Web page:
October 18, 2022

Trump appointees ran an urgent campaign to restrict immigration at the border, change scientific reports and muzzle top officials at the CDC, according to emails, text messages and interviews gathered by a congressional panel investigating the pandemic response. Via the Washington Post:

Former CDC director Robert Redfield, former top deputy Anne Schuchat and others described how the Trump White House and its allies repeatedly “bullied” staff, tried to rewrite their publications and threatened their jobs in an attempt to align the CDC with the more optimistic view of the pandemic espoused by Donald Trump, the House select subcommittee on the coronavirus crisis concluded in a report released Monday.

"More optimistic view." Gag me. What a gentle way of pointing out the countless deaths that resulted from Trump's public relations push.

Several public health officials detailed a months-long campaign against Schuchat sparked by Trump appointees’ belief that her grim assessments of the pandemic reflected poorly on the president, leading Schuchat, a 32-year CDC veteran, to openly wonder if she would be fired in the summer of 2020, her colleagues told the panel.

The panel’s latest report also offers new insight into key flash points, such as a CDC-backed plan to require masks on public and commercial transportation in the summer of 2020, with Martin Cetron, director of the agency’s division of global migration and quarantine, citing evidence that the requirement would reduce covid risks to travelers.

The plan was backed by the travel industry and “could have made a significant contribution” by curbing infections and deaths ahead of a fall and winter virus surge that year, Cetron added, but Trump officials blocked the measure. President Biden later issued a similar order on his second day in office in January 2021.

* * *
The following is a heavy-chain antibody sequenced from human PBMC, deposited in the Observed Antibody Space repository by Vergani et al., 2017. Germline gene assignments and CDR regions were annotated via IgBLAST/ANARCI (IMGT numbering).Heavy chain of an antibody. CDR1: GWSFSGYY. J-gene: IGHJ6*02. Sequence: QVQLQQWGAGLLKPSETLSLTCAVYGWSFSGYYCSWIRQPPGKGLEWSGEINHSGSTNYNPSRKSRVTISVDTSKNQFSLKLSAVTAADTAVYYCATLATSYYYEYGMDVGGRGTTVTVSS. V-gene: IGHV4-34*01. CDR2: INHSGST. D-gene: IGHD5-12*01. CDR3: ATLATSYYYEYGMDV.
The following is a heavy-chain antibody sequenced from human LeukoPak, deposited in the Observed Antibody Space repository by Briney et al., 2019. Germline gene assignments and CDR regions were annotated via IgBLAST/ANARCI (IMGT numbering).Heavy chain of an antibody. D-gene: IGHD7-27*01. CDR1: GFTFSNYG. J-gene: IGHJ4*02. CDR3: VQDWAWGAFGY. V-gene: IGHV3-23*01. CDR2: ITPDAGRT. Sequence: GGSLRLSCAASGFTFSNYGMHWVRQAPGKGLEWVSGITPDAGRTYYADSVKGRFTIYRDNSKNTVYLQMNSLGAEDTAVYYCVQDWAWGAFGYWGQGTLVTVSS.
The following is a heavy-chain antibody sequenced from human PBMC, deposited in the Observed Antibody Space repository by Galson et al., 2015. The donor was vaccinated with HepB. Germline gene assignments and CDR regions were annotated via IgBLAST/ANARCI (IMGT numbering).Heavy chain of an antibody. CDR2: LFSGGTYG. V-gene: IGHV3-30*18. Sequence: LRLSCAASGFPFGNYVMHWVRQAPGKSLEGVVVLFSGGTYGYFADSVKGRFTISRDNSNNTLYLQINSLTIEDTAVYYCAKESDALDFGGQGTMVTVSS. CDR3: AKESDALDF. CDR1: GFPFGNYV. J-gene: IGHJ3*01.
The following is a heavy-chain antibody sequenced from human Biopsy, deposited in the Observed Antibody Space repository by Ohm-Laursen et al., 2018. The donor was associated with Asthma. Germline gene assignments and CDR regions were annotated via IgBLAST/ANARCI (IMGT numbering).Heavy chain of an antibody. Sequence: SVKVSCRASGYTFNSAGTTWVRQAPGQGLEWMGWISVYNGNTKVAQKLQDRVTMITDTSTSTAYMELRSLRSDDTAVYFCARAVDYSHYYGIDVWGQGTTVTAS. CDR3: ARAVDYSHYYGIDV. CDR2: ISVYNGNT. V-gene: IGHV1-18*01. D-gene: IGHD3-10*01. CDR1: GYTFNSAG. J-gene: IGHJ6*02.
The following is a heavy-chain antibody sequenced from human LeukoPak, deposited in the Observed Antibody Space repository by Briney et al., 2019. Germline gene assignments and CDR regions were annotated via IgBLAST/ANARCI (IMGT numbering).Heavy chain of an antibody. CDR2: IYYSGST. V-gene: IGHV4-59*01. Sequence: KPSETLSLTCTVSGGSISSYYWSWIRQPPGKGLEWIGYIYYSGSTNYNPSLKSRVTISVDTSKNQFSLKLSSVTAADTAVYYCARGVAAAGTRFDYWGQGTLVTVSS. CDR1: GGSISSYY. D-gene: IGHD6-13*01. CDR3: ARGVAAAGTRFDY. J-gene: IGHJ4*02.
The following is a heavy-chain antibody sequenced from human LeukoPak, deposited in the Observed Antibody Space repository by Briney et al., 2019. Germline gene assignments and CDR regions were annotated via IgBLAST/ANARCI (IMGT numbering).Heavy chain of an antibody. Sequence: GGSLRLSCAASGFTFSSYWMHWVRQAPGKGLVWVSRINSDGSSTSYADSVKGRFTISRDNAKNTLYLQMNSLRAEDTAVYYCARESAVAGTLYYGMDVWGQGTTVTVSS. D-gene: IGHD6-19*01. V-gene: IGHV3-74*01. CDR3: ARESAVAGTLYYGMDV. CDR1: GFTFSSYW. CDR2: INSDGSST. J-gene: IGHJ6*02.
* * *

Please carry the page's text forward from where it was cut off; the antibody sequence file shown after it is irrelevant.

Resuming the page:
And yes, the Trump administration tried to adjust the mortality and morbidity numbers -- or, as they called it on The Wire, "juke the stats":

The report also details how Trump appointees at the Department of Health and Human Services worked to wrest control of the agency’s Morbidity and Mortality Weekly Reports (MMWRs), which offer public updates on scientists’ findings and had been considered off-limits to political appointees for decades.

McGowan and Campbell told the panel that fellow Trump appointees were angry about a May 2020 MMWR written by Schuchat that they believed did not give them sufficient credit for their efforts to contain the pandemic.

“Secretary [Alex] Azar, in particular, was upset and said that if the CDC would not get in line, then HHS would take control of approving the publication,” McGowan and Campbell’s lawyer wrote to the panel. As a result, Trump appointees increasingly received access to the CDC’s draft summaries and sought to edit or block the reports, including one on the rise in hydroxychloroquine prescriptions that was held up for more than two months amid concerns that it would call attention to an unproven treatment touted by Trump.

Azar, of course, is denying the report. A former lobbyist for Big Pharma wouldn't lie, right?

Running government like a business! Why people still fall for that line is beyond me, because all the evidence points to its dangerous failure.

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